about flipping the compression lever on the rear end, I tried it and you don’t need it. Even standing up on fire-trail climbs the anti-squat is fantastic and the bike just goes. Thankfully, the Trail 429 isn’t just good on straight and tech; in fact, it’s almost better on tight switchback climbs. Those miniscule 430mm chainstays let the Trail 429 whip around hairpins like a WRC car, get on the power mid-way through and you can precisely control the rear end drift with pedal strokes coming out. When you find a spot to open the Trail 429 up on a ‘mickey mouse’ trail it continues to impress. High speed flow sections that are quickly followed by unsavory short punchy climbs that snatch the wind from most bikes sails are ridden with ease on the 429 Trail. The 29” wheels combined with the accurate Superboost rear end allow the bike to simply shrug off those awkward changes of pace that litter many of our trails here in Sydney. With only 120/130mm of travel, you would expect the Trail 429 to get a little flustered out on chunderous and rocky descents, so be prepared to be surprised. This little bike rips! As a lighter rider coming from a more rigid MTB background, I have always got on well with shorter travel trail bikes, but this might not be the case for you. Luckily the Trail 429 is outstanding, I let a few people I met on the trail take it for a quick spin, and they all rode this bike faster than they rode their own bikes straight away. Point the Trail 429 down a slow and tight descent and it loves it, again the laser precise rear end just keeps on giving, you can place it with to-the-millimetre precision over and around rocks nailing every line, it’s very addictive. Aim the Pivot down a series of drops and the Trail 429 loves it. The front and rear end feel so balanced, moving through their travel without complaint, with a wonderful supportive midstroke from the Fox suspension. With a little bit more time on the bike, it would be amazing to get the suspension dialled in as I found I was using all of the Fox DPX2’s rear travel a little too often, despite running the suspension at the stiffer ‘race’ sag marker, something that volume spacer adjustment would iron out no problem. Up through mid speed trails the Trail 429 continues to shine, it digs corners, the front and rear are again so very balanced, you can take any corner exactly how you want, be that neat and fast or with a little bit more fun and pizazz, the controllability of a drift is incredible! It’s on higher speed trails where the Trail 429 can feel a little outclassed by bigger, slacker bikes. Hardly surprising really, although high-speed turns especially feel a little nervous even when compared to other bikes in its class. Pivot’s claims of the Trail 429 being a bike where “Crazy fast meets ridiculously capable” are on the money though, the bike is a hard bike to fluster, and an even harder bike to go slow on. During the test period the bike was pretty much faultless, my only concerns were the DT
Swiss M1700 wheels. Throughout the test they performed adequately, the wheel stiffness itself was fantastic as was the width, but after picking up a dent in the rim while running very reasonable pressures, I’d be interested to see how long they last, especially under a heavier rider. On a particularly muddy ride, there was a lot of gunk that built up around the lower link on the DW link rear end. This has been a problem consistent on all Pivots of late, and the Trail 429 has attempted to solve this with a little rubber flap, and it did a very good job of keeping the bike scratch-free. The Fox equipment was a stand out. The excellent Transfer Dropper that is so smooth, light, and quick enough without scaring your genitals every return like some posts. The Factory 34s feel amazing in the mid-stroke, great support and bottom out resistance that’s so important when working with this much travel. The Trail 429 stands out amongst its stable mates when it comes to climbing, the only bike that feels like it shoots up hill as well as this is the Yeti SB4.5, and yet the bikes have such different characteristics. The rear wheel sticks to the ground tenaciously, more so than just about any other bike in this class, a lot of which rely on the bike skipping over bumps where the Trail 429 tracks the ground unflustered.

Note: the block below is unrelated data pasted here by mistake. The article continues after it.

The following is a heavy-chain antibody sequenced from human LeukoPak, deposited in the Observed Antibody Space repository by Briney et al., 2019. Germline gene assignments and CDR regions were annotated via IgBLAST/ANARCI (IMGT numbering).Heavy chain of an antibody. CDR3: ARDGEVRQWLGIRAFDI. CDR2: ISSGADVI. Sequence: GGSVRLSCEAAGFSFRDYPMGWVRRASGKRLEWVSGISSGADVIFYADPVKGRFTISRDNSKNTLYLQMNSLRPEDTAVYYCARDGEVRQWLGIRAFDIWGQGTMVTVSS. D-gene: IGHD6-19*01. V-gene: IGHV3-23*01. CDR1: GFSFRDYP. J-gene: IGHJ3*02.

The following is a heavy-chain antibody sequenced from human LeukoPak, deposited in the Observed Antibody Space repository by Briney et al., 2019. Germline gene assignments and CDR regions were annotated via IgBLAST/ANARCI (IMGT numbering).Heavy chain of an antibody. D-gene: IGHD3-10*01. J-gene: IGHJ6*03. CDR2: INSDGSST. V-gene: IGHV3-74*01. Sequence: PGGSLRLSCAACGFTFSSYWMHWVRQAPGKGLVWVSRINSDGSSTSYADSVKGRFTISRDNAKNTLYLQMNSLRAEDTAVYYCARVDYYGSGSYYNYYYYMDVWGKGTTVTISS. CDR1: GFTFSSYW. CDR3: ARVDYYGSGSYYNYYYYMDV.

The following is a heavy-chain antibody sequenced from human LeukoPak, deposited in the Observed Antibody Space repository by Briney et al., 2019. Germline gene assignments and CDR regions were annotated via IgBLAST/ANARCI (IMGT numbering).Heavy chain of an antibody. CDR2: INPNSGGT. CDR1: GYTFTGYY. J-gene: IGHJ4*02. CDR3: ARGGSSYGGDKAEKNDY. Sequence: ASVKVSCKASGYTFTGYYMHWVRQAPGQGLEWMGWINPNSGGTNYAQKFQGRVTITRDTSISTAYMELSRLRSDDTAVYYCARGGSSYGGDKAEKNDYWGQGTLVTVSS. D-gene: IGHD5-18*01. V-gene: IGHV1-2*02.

Just like the previous Mach 429 Trail, the new bike is up for anything. The short travel trail-bike is one of the most hotly contested market segments, and it’s important to bring unique features so that a bike is known for more than its travel numbers. Pivot’s use of the so-far-uncommon Superboost+ rear spacing makes this bike what it is. Stiff. Some will begrudge the use of a ‘new standard’, but the truth is that it’s not new, it has been around for years and there are now a fair few hub options on the market to work with the bike. The positives from going Superboost+ make the Trail 429 what it is, stiffness and precision is the name of the game, along with amazing composure on the trail without sacrificing agile handling. At high speed and on really gnarly trails the Trail 429 does feel slightly outclassed by longer-travel 29ers, but that’s to be expected when dealing with the steeper head tube angle and shorter chainstays. Throughout the testing, the wheels were my only real point of concern, a mysterious dent in the rear is something I found greatly surprising, and again, eyeleted rims on a boutique bike are not the best look. Shimano shifting and braking are not my favourite, they feel clunky and heavy, but it’s hard to argue with reliability. Pivot does offer a multitude of specs including an X01 Eagle build which comes in at $10,499, though for only a little more ($10,899) you can get the XT/XTR Pro build with Carbon wheels. From a performance on trail perspective, the Carbon wheels would match the stiffness of the Trail 429 perfectly, so if you had to choose how to spend nearly $11,000, I would go the Carbon wheel every time and use the Shimano shifting. The Trail 429 will undoubtedly keep Pivot customers happy, great trail geometry, DW link suspension, and stiff rear ends are what the brand is known for. The new design language is likely to appeal to a wider audience, and that’s got to be a good thing for what is Pivot’s ‘most popular’ bike. Endurance racers will love this thing, if you can get past the little extra weight, throw a pair of wide XC tyres on and the Trail 429 will easily handle a 4 hour endurance race, and look after you like no dedicated XC rig would on a longer 4 day stage race. Put the standard EXO Minion DHRIIs on and you’ll still be rallying technical trails all weekend long and having an absolute hoot. Someone looking for a bike to huck, jump, and regularly race Enduro event would be better suited looking elsewhere, the high-speed stability and head angle being a little steep for those shenanigans. But if I had to pick only one bike to ride XC, Trails, and even enter a cheeky Enduro event, the Trail 429‘s excellent balance of pace and composure does make a very impressive case.